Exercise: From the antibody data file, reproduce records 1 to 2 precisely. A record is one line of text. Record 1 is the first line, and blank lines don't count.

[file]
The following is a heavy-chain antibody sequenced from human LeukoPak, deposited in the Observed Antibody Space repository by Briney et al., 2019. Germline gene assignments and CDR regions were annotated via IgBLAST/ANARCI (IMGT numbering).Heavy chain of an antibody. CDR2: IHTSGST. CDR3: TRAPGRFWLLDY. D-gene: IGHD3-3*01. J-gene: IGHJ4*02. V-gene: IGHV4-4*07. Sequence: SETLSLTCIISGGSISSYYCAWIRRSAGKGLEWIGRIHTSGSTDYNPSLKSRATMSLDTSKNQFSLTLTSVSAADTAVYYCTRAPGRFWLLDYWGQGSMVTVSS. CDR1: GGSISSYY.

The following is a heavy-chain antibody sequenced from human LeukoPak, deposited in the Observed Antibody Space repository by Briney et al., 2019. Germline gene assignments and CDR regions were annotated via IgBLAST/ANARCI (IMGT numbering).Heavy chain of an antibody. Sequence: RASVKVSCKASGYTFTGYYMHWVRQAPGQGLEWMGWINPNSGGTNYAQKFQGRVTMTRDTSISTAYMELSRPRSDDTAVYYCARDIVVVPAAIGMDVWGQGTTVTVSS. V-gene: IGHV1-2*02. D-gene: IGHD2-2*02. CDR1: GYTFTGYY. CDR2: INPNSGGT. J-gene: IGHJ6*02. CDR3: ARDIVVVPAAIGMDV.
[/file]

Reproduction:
The following is a heavy-chain antibody sequenced from human LeukoPak, deposited in the Observed Antibody Space repository by Briney et al., 2019. Germline gene assignments and CDR regions were annotated via IgBLAST/ANARCI (IMGT numbering).Heavy chain of an antibody. CDR2: IHTSGST. CDR3: TRAPGRFWLLDY. D-gene: IGHD3-3*01. J-gene: IGHJ4*02. V-gene: IGHV4-4*07. Sequence: SETLSLTCIISGGSISSYYCAWIRRSAGKGLEWIGRIHTSGSTDYNPSLKSRATMSLDTSKNQFSLTLTSVSAADTAVYYCTRAPGRFWLLDYWGQGSMVTVSS. CDR1: GGSISSYY.

The following is a heavy-chain antibody sequenced from human LeukoPak, deposited in the Observed Antibody Space repository by Briney et al., 2019. Germline gene assignments and CDR regions were annotated via IgBLAST/ANARCI (IMGT numbering).Heavy chain of an antibody. Sequence: RASVKVSCKASGYTFTGYYMHWVRQAPGQGLEWMGWINPNSGGTNYAQKFQGRVTMTRDTSISTAYMELSRPRSDDTAVYYCARDIVVVPAAIGMDVWGQGTTVTVSS. V-gene: IGHV1-2*02. D-gene: IGHD2-2*02. CDR1: GYTFTGYY. CDR2: INPNSGGT. J-gene: IGHJ6*02. CDR3: ARDIVVVPAAIGMDV.